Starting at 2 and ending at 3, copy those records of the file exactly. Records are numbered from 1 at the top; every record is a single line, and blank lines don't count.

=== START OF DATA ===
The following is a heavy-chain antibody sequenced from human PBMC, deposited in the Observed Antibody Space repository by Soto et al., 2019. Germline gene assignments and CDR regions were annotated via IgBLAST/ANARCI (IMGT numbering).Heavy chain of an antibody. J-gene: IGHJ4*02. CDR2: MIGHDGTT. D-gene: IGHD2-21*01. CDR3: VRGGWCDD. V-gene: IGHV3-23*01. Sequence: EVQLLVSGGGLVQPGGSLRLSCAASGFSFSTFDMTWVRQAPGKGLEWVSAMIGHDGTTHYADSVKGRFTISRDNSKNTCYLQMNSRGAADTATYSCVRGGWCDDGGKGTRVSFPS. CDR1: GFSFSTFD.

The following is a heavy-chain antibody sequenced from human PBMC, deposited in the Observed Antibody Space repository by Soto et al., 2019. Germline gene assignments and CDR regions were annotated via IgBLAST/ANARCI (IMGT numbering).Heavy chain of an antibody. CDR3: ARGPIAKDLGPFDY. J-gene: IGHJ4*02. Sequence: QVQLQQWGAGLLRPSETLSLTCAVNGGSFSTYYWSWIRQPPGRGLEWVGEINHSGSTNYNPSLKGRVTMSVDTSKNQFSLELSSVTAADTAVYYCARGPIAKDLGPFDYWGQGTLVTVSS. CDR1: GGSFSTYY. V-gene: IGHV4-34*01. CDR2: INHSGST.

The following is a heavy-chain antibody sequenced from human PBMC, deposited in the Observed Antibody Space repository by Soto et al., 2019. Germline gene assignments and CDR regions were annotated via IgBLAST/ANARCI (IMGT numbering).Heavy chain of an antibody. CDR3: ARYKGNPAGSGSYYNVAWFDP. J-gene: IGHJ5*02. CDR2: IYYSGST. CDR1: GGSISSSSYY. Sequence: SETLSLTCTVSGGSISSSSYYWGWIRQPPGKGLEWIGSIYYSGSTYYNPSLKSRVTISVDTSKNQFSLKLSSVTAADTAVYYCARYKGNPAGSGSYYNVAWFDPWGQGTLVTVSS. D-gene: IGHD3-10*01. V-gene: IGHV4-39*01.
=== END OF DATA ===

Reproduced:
The following is a heavy-chain antibody sequenced from human PBMC, deposited in the Observed Antibody Space repository by Soto et al., 2019. Germline gene assignments and CDR regions were annotated via IgBLAST/ANARCI (IMGT numbering).Heavy chain of an antibody. CDR3: ARGPIAKDLGPFDY. J-gene: IGHJ4*02. Sequence: QVQLQQWGAGLLRPSETLSLTCAVNGGSFSTYYWSWIRQPPGRGLEWVGEINHSGSTNYNPSLKGRVTMSVDTSKNQFSLELSSVTAADTAVYYCARGPIAKDLGPFDYWGQGTLVTVSS. CDR1: GGSFSTYY. V-gene: IGHV4-34*01. CDR2: INHSGST.

The following is a heavy-chain antibody sequenced from human PBMC, deposited in the Observed Antibody Space repository by Soto et al., 2019. Germline gene assignments and CDR regions were annotated via IgBLAST/ANARCI (IMGT numbering).Heavy chain of an antibody. CDR3: ARYKGNPAGSGSYYNVAWFDP. J-gene: IGHJ5*02. CDR2: IYYSGST. CDR1: GGSISSSSYY. Sequence: SETLSLTCTVSGGSISSSSYYWGWIRQPPGKGLEWIGSIYYSGSTYYNPSLKSRVTISVDTSKNQFSLKLSSVTAADTAVYYCARYKGNPAGSGSYYNVAWFDPWGQGTLVTVSS. D-gene: IGHD3-10*01. V-gene: IGHV4-39*01.